There are many questions that Charles Alvin Johnson may never see answered about the death of his daughter Regina, who was strangled in 2006.
What raced through her head as she lay bound, realizing she would die? How could a 110-pound woman have provoked such rage?
Who killed her?
"I'd like to know what kind of animal we're dealing with," said Johnson, 63, of Denver. "We find the guy, we convict the guy and we put him away for life. That suffering part would bring me happiness."
Johnson and more than 500 others who have lost friends and family to unsolved murders are pushing a plan to end Colorado's death penalty and spend the savings to investigate the state's more than 1,300 cold cases.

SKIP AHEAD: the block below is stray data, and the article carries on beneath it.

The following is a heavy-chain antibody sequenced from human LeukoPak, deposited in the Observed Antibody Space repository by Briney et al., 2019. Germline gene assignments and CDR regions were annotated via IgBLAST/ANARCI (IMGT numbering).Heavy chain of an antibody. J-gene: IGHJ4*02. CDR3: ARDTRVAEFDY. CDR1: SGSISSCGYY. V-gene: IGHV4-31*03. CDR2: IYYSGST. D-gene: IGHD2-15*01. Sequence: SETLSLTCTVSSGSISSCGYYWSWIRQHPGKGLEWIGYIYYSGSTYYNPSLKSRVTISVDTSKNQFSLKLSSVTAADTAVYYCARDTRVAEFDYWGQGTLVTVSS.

The bill, which House Majority Leader Paul Weissmann, D-Louisville, said he plans to introduce next week, has already sparked opposition from the state's top prosecutors and promises to prompt a political firefight. It threatens to put Democratic Gov. Bill Ritter, a former district attorney and a devout Catholic, in tricky territory as well.